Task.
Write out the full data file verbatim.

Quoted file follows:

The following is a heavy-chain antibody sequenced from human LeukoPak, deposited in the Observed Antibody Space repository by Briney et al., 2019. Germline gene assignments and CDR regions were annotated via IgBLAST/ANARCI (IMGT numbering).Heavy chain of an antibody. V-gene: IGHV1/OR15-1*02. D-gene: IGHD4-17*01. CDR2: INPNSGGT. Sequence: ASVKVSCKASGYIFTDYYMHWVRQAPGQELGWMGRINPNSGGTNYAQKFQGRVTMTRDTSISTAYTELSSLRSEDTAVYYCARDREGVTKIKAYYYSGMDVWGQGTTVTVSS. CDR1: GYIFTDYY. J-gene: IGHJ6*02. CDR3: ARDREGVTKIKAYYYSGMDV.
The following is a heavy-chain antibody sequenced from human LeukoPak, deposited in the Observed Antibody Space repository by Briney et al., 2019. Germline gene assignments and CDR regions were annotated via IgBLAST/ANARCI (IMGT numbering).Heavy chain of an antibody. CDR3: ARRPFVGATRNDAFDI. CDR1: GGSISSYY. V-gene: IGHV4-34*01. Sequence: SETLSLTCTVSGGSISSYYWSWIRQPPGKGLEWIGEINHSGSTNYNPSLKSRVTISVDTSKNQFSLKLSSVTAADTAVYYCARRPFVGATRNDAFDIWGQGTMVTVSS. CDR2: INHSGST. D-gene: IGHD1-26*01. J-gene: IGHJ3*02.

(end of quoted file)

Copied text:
The following is a heavy-chain antibody sequenced from human LeukoPak, deposited in the Observed Antibody Space repository by Briney et al., 2019. Germline gene assignments and CDR regions were annotated via IgBLAST/ANARCI (IMGT numbering).Heavy chain of an antibody. V-gene: IGHV1/OR15-1*02. D-gene: IGHD4-17*01. CDR2: INPNSGGT. Sequence: ASVKVSCKASGYIFTDYYMHWVRQAPGQELGWMGRINPNSGGTNYAQKFQGRVTMTRDTSISTAYTELSSLRSEDTAVYYCARDREGVTKIKAYYYSGMDVWGQGTTVTVSS. CDR1: GYIFTDYY. J-gene: IGHJ6*02. CDR3: ARDREGVTKIKAYYYSGMDV.
The following is a heavy-chain antibody sequenced from human LeukoPak, deposited in the Observed Antibody Space repository by Briney et al., 2019. Germline gene assignments and CDR regions were annotated via IgBLAST/ANARCI (IMGT numbering).Heavy chain of an antibody. CDR3: ARRPFVGATRNDAFDI. CDR1: GGSISSYY. V-gene: IGHV4-34*01. Sequence: SETLSLTCTVSGGSISSYYWSWIRQPPGKGLEWIGEINHSGSTNYNPSLKSRVTISVDTSKNQFSLKLSSVTAADTAVYYCARRPFVGATRNDAFDIWGQGTMVTVSS. CDR2: INHSGST. D-gene: IGHD1-26*01. J-gene: IGHJ3*02.